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    • Kenneth, I think you have a good way of looking at the choice man has to make whether it be the flood or the cross.

      Where I have a problem is in the statement, “if Noah's message had been widely accepted, then God would not have brought the flood on mankind.” I am not just in disagreement with you concerning that statement but with the general thinking among Christians concerning the flood.

      I fully realize that the Bible says that God destroyed life by a flood but that statement is like so many others that attribute destruction and evil to God when He only allows it. I am also very uneasy about our understanding that because God allows something he is therefore responsible for it. If a parent allows their son to drive the family car and the son ends up wreaking it is the parent automatically responsible for the accident? I don’t think so!

      Under a government of freedom a person takes the responsibility for his/her own choices. In the situation we are in there are things that happen because of free choice. For reasons that are beyond my understanding God therefore allows Satan freedom to do what he wants with some limitations.

      What I believe about the flood is that God allowed Satan to do his thing which got out of control. I do not believe that God directly caused the flood and I do not believe Satan really wanted the amount of destruction that happened, he wanted a living curse that argued against God’s government. What I do believe is that Satan was putting pressure on Noah and his family to capitulate to the world’s belief in God and through it demonstrate that faith in God could not be maintained and therefore the law could not be kept. However, that is not what happened. The same was also demonstrated by Job and again by Christ and will again be demonstrated by the 144000 who will be brought under the same pressure that Christ endured on the cross.

      That is what the great controversy is about and why God needs to be vindicated. In all of God’s dealing with His creation God will be found completely innocent and will be fully vindicated through the judgment.

      Like(2)
      • Tyler,
        Permit me comment of a few things in your post. In certain Western civil law the parent is actually liable for some things which the child is allowed to engage in. This arises from certain obligations which arise from the custodial or supervisory role. There is criminal negligence and other charges.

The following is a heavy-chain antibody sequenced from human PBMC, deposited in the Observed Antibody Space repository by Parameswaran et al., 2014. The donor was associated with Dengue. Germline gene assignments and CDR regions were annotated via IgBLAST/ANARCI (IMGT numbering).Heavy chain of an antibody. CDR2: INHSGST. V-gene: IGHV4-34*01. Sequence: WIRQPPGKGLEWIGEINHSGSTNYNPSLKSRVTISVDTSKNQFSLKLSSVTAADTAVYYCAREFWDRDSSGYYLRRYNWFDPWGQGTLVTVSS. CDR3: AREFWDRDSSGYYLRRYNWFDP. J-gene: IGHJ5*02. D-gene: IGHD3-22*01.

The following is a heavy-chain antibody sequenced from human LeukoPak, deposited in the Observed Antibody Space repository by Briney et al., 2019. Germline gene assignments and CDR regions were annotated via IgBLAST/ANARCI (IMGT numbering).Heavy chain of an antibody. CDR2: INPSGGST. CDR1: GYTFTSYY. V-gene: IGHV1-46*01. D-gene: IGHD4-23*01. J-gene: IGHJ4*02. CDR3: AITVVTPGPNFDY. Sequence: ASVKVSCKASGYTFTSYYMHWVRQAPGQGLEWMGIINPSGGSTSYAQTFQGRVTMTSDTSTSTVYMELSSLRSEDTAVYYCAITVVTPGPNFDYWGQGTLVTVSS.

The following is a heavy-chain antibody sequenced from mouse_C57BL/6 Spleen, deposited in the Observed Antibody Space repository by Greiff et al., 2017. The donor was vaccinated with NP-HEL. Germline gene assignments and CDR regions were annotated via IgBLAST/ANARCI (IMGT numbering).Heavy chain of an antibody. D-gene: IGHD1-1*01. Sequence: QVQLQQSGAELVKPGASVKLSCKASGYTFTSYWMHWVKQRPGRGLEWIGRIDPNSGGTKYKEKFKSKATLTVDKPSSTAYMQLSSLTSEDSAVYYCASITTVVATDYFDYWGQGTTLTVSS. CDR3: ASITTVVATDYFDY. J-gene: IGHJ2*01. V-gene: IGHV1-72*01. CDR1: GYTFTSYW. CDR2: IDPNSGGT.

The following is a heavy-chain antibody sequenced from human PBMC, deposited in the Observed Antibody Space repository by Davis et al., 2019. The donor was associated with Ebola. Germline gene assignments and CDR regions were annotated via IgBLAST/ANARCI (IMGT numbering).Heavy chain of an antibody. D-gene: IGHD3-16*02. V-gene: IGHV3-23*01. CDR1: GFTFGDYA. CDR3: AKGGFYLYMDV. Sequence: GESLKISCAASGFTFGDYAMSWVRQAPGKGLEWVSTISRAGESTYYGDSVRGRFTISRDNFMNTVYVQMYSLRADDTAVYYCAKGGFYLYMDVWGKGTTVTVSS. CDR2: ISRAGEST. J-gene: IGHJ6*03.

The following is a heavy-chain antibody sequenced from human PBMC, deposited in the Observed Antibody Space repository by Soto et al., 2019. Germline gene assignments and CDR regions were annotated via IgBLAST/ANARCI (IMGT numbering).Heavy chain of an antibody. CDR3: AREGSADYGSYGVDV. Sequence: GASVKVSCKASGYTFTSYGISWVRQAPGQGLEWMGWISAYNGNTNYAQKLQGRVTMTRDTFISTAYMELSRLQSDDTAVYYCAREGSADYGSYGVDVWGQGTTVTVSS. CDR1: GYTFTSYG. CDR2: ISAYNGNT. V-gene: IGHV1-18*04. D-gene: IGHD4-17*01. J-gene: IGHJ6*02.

In Bible study one useful approach is to let the Bible interpret itself and as far as possible accept the straight testimony. The more we have to explain the less we might have confidence in our ultimate interpretation. Where there are apparent contradictions it is advisable to look for the weight of evidence. As well although intellectual rigor will get us some answers spiritual things are spiritually discerned and it is the Holy Spirit which leads us into all truth.

        With the preceding as a guide it appears there is more than enough reason to believe God actively destroys and/or take responsibility for what He allows. Otherwise many of the authors are guilty or irresponsible statements or literary negligence. The wrath of God is used often times when sin is being punished. In the case of the Flood the reason is given for the act and a promise made not to repeat it. It is actually a type of the final destruction. Neither the Bible nor Spirit of Prophecy support the idea that Satan initiated the Flood. The opposite is true.

        God destroyed, sometimes directly, by instructions to angels, through ancient Israel, and heathen nations. Noble is the intent to make God look better than is presented in scripture, but this may be more damaging than we realize. The issue of authoriy is a key one in the end time. We do well to recognize God has authority to create and to destroy, to reward and to punish, whether actively or passively. The question of submission is another closely related theme which we struggle with.

        If there is a feeling that God is not capable of acting to destroy warnings will be taken lightly, and understandably so. God means it when He warns. Justice is actually a subset of love, and not something opposed it as the impression is sometimes given.

        Like(5)
        • Hugh,
          Great comment and very logical. Jesus said that his kingdom (the way he runs his government) is not of this world. I have a hard time with this statement and picturing an actual court room in heaven. Maybe I need to study a little bit more on the subject of natural law and imposed law...

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        • Hugh, thank you for raising good solid questions concerning what I have said. I think most of the readers would like to ask the same questions so they are important.

          It is true that in most industrialized countries the parent or guardian is liable for certain things the child does. For instance, if the child damages someone else's property the parent usually is the one who has to pay for it. That is the way it is in minor offenses obviously because the child can't pay for the damage but let the charge be murder then it is whole new ball game. Unless it can be proven that there was neglect or that the parent actually contributed to the delinquency of the minor the child is normally held in full responsibility. Even in the minor cases of damage when the parent has to pay the cost of the damage the court still considers the child a delinquent and sometimes will be put on probation or even imprisoned in a juvenile detention facility depending on the severity of the charges. Only in this last century in the US has the tables been turned so that everyone else is responsible except the one who actually committed the crime.